NIH releases strategic plan for research to cure hepatitis B
Earlier this month, the National Institutes of Health (NIH) Hepatitis B Cure Strategic Plan Working Group released the Strategic Plan for Trans-NIH Research to Cure Hepatitis B.
Approximately 250 million people worldwide are affected by chronic hepatitis B infection. Despite an effective vaccine, millions of new infections still occur annually. Although lifelong treatments exist, adherence and monitoring present significant burdens for patients and the risk of developing cirrhosis and liver cancer remains higher for these individuals.
Building on recent evidence that a cure is possible for hepatitis B, the recently released plan outlines 3 priority research areas to advance the development of a hepatitis B cure and improve strategies for vaccination, screening, and treatment:
Strategic Priority 1: Understand Hepatitis B Biology—viral and host factors underlying HBV pathogenesis, immunity, reactivation, and transmission; impact of epidemiological factors, including coinfections with other hepatitis viruses, human immunodeficiency virus (HIV) and other microorganisms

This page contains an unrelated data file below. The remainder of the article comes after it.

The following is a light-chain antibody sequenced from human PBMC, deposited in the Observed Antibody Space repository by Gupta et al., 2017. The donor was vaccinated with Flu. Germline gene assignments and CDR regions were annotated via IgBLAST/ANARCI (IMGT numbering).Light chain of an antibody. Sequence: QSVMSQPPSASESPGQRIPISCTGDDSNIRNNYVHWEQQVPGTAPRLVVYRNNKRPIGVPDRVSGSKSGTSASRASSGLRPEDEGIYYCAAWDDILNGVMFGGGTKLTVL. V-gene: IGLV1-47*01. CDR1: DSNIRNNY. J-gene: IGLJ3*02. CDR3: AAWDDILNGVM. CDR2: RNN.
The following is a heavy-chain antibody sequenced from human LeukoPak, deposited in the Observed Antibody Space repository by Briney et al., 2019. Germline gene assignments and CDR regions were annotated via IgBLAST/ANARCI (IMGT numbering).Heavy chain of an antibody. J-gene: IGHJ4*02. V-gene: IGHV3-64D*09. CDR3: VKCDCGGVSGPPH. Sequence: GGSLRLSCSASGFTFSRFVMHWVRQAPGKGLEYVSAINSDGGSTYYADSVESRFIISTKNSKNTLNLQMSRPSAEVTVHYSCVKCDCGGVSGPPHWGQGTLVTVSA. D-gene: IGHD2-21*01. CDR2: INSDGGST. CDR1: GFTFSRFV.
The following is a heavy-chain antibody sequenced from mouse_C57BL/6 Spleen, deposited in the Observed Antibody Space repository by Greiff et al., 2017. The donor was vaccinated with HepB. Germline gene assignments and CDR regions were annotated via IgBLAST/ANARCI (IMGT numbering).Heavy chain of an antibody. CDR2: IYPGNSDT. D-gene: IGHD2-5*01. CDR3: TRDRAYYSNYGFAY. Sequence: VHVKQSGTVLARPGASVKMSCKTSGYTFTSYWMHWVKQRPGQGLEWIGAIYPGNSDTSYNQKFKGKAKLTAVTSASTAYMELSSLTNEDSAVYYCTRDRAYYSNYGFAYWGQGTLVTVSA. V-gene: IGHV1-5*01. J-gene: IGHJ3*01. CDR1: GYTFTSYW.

Strategic Priority 2: Develop Tools and Resources—biomarkers, cell culture and animal models, diagnostics, and clinical research capacity
Strategic Priority 3: Create Strategies to Cure and Prevent Hepatitis B—strategies to block replication of HBV and eliminate HBV-infected cells; strategies to promote screening, vaccination, and follow-up to care; and guidelines for implementing a future cure regimen
The goal of this strategic plan is to establish the guiding principles of future research investments. The plan aligns with ongoing NIH research and the US National Viral Hepatitis Action Plan.
Source: National Institue of Allergy and Infectious Disease, National Institutes of Health. "NIH strategic plan details pathway to achieving Hepatitis B cure." Media Advisory. Released December 10, 2019. https://www.nih.gov/news-events/news-releases/nih-strategic-plan-details-pathway-achieving-hepatitis-b-cure